“Backyarding” – the act of taking activities typically associated with the indoors outside into the green space around us – will continue taking root in 2024, according to the TurfMutt Foundation, which advocates for the care and use of green space, including our own backyards, community parks, green space, and school yards. But next year, the TurfMutt Foundation expects the practice of “backyarding” to evolve into an ongoing sustainability practice.
“Now more than ever, homeowners are recognizing the power of their yards and parks doing environmental good, as well as benefitting their health and well-being,” says Kris Kiser, president and CEO of the TurfMutt Foundation and its parent organization the Outdoor Power Equipment Institute (OPEI). “Homeowners are making improvements in their yards with many goals in mind, thinking about what’s good for their families, pets, and our planet.”
The TurfMutt Foundation predicts these 10 backyarding trends for 2024:
- Improving Existing Space (Rather Than Moving to a New One). High interest rates and low housing inventory mean more homeowners have chosen to renovate rather than move into a new home. With interior improvements complete, the focus turns to backyard improvements that customize the outdoor space and artfully merge indoor and outdoor living.
- Seeking a Home Near a Park or Nature. Even homeowners looking to downsize still want to maintain a connection with nature. They know backyarding can happen in any size yard and seek additional connection to nature through community parks, school yards, and other green space.
- Return of Neighborhood Parties…in the Backyard. Over the last several years, homeowners have invested in their outdoor living areas, and now they are using that space to bring back neighborhood block parties in their own backyards.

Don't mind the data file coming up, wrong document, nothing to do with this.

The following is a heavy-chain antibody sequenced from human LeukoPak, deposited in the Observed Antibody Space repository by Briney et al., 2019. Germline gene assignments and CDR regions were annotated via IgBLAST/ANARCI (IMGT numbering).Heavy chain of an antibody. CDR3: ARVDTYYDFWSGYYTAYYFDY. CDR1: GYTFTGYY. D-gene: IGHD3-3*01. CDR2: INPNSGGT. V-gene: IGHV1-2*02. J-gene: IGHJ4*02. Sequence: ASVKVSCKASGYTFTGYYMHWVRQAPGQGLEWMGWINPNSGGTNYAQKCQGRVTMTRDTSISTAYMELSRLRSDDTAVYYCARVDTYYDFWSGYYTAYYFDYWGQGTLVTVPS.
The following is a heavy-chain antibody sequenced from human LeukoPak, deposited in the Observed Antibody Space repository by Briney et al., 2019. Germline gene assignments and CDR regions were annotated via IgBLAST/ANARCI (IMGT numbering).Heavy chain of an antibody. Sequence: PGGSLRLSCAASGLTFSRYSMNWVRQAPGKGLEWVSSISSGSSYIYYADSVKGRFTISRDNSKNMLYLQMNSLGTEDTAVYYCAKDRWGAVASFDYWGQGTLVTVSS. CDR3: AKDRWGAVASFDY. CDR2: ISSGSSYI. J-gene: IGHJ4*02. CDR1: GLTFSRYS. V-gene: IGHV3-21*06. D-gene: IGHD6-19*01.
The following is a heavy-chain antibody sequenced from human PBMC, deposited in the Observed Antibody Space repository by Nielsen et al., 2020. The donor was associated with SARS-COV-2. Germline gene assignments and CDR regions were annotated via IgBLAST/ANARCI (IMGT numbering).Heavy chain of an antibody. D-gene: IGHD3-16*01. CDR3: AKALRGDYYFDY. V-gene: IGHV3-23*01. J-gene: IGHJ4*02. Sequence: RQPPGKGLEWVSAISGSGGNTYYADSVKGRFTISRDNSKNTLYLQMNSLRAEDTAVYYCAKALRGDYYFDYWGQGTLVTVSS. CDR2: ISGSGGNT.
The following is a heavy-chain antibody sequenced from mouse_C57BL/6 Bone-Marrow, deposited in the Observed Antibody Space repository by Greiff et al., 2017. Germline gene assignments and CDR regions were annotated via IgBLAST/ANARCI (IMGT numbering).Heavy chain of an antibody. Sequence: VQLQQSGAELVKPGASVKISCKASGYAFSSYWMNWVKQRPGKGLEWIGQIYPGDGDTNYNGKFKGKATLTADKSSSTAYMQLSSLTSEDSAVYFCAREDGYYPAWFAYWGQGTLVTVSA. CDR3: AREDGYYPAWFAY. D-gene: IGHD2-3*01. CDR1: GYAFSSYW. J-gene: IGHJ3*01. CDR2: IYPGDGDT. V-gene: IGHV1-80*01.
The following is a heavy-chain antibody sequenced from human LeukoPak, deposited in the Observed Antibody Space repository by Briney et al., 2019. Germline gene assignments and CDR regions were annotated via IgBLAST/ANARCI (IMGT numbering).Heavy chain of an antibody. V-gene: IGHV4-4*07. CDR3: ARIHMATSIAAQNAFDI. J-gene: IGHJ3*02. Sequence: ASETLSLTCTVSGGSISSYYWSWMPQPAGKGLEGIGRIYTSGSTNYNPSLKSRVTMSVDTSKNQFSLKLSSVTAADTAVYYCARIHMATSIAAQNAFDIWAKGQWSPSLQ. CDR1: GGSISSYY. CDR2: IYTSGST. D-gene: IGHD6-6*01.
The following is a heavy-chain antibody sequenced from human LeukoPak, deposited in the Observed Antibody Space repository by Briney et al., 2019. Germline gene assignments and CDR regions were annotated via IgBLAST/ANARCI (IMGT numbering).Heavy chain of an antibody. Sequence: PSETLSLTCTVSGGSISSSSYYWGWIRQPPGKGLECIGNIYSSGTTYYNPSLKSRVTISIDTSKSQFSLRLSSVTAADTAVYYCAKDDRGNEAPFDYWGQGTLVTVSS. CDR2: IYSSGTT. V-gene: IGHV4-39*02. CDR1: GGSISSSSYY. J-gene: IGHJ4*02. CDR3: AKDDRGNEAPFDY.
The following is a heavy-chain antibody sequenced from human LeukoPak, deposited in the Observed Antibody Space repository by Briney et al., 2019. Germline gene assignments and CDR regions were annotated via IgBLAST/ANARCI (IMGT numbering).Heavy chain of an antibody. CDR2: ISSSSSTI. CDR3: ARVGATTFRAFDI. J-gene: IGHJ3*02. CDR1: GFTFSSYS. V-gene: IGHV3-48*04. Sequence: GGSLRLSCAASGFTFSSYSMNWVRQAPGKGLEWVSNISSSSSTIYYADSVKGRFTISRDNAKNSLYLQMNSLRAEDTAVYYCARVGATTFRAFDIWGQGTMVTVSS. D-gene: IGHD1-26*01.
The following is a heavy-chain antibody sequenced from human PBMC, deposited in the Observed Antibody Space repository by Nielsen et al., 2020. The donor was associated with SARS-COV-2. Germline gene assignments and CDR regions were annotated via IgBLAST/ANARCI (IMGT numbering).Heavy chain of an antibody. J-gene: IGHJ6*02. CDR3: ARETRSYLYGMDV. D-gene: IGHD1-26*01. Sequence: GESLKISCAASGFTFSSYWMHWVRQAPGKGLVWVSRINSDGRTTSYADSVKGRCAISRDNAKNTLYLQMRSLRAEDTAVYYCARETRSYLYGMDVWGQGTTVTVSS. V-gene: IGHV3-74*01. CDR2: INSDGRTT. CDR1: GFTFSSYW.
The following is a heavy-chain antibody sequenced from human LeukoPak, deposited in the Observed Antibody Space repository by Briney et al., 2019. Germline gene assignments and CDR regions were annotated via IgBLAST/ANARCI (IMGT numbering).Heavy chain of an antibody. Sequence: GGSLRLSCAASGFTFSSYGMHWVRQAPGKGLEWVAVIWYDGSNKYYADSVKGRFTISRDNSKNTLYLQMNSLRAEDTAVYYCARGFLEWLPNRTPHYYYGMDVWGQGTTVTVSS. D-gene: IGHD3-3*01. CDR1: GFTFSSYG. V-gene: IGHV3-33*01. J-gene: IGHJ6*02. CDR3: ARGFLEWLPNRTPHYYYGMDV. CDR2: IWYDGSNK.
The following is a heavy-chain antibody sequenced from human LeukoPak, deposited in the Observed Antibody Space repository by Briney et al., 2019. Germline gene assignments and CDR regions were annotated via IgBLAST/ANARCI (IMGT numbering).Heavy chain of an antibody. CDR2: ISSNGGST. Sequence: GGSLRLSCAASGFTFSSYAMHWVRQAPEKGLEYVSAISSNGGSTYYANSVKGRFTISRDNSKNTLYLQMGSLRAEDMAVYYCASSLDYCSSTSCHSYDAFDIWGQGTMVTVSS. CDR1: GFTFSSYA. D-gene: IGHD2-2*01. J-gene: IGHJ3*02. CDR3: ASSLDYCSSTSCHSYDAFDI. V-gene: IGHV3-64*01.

- Creating a Backyard Oasis for Fun. From parents looking for ways to lure their kids away from screens to neighbors wanting to connect with friends, homeowners are turning their backyards into a place for fun and games. Some go all out to install a pool or pickleball court while others take a simpler approach like designating a strip of grass for cornhole or a small soccer pitch.
- Taking Better Care of Living Landscapes. Since homeowners have come to value their lawns, trees, and plants more than ever, they are investing in their care like never before. This means investing in equipment for DIY work and calling in professionals, as needed, for pruning, rescuing diseased trees, and revitalizing turfgrass, just to name a few.
- Choosing Real Grass. The trend of ripping out real grass and replacing it with fake, plastic alternatives is fading as homeowners and communities recognize the limitations – and downsides – of plastic grass. Synthetic turf is hard to clean, hot on feet and paws, and difficult to recycle.• Planting for Pollinators. Once a niche practice, planting for pollinator support is omnipresent. Homeowners understand the importance of their backyards to provide food and shelter to pollinators like birds, butterflies, and bats year-round. And they are selecting plants for their yards with pollinators in mind.
- Adding Drought Tolerant Plants. Plants that are especially adapted to drier landscapes are better for water-stressed areas in our environment. Homeowners are doing their research and selecting plants that will thrive in their micro-climates.
- Mixing Materials. As outdoor living has become incorporated into daily life, homeowners are taking care to design cohesive outdoor spaces. They factor in landscaping, hardscaping (patios, outdoor kitchens, etc.), and natural aesthetics (trees, boulders, etc.).
- Backyard Birding. The birdwatching craze really took flight during the pandemic, but it’s not a fleeting fad. Birdwatching is not only relaxing; it is a great way to connect with nature right outside our back doors.
For more, sign up for Mutt Mail, a monthly e-newsletter with backyarding tips and all the news from the TurfMutt Foundation here. To learn more about creating the yard of your dreams, visit TurfMutt.com. Look for Mulligan the TurfMutt on the CBS Lucky Dog television show.